Freed by Pakistani Judge: Shahbaz Bhatti murder suspect cleared of charge

Another suspect arrested for an alleged role in the murder of former Federal Minister for Minorities Shahbaz Bhatti has been released by an anti-terrorism court (ATC) here on Wednesday.

Special Judge ATC-II Rana Massod Akhtar released Abid Malik after testimony by a close relative of the deceased minister. According to investigators, the minister’s family had alleged that Malik along with another man had been involved in the murder, and cited property issues as a reason behind it.

However Tahir Naveed Chaudhry, the relative in question, informed the court that the family had neither suspected Malik’s involvement in the murder nor had nominated his name in the case. Chaudhry claimed that the police themselves had implicated Malik in the case.

Allegations against Malik had already been in doubt after SHO Industrial Area Police Rukhsar Mehdi had on Tuesday submitted a report before the court stating that the police, after seven days of interrogation had found no link between Malik and any militant organisation. Police added that they had checked relevant records and discovered that the suspect was present in Singapore on the day of the murder.

Malik had been arrested on February 14 from the Lahore Airport after his return from Dubai. The investigators had previously declared him an absconder of law along with another suspect, Ziaur Rehman, after warrants for their arrest were obtained from the ATC on August 29 last year.

Pakistan’s polio predicament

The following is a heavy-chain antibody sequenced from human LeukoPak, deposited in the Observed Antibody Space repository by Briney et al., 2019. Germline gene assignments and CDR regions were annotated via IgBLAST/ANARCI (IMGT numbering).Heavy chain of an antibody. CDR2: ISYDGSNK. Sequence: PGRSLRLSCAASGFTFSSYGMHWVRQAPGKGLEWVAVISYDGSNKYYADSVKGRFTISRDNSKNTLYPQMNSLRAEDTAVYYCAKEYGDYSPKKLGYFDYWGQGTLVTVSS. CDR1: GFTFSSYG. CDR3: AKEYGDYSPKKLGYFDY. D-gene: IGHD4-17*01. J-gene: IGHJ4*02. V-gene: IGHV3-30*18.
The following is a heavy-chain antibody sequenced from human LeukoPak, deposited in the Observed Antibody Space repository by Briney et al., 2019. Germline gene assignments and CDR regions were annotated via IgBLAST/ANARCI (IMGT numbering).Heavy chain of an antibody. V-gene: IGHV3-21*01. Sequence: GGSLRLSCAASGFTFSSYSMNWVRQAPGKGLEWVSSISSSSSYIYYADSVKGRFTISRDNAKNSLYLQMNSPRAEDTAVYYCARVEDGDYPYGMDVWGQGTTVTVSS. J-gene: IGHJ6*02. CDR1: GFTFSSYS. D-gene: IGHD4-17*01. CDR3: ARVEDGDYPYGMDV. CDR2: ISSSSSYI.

The Express Tribune

The Global Polio Eradication Initiative (GPEI) has said in a report that there are six sanctuaries for polio virus: four in Pakistan — Quetta, the districts of Qila Abdullah and Pishin and Karachi — and two in Nigeria. And if not tackled, these safe havens of the disease can imperil the world with a pandemic that once threatened humanity. Optimists, who did not imagine the speed at which Pakistan seems to be sliding into chaos, thought the year 2012 would be the year when the world could announce the end of this horrible disease that cripples children and disables people for life.

The success story is India — the country the Difa-e-Pakistan Council doesn’t want Islamabad to trade with — where (as mentioned in the GPEI report) “unswerving political commitment, outstanding public health leadership, clear lines of accountability, intolerance of weak performance and systematic enforcement of best practices” has saved a billion-strong population, most of it poor, from being kicked out of life’s good prospects. Pakistan, on the other hand, had 198 polio cases last year, followed by Afghanistan with 80, Nigeria, 60, and India, one.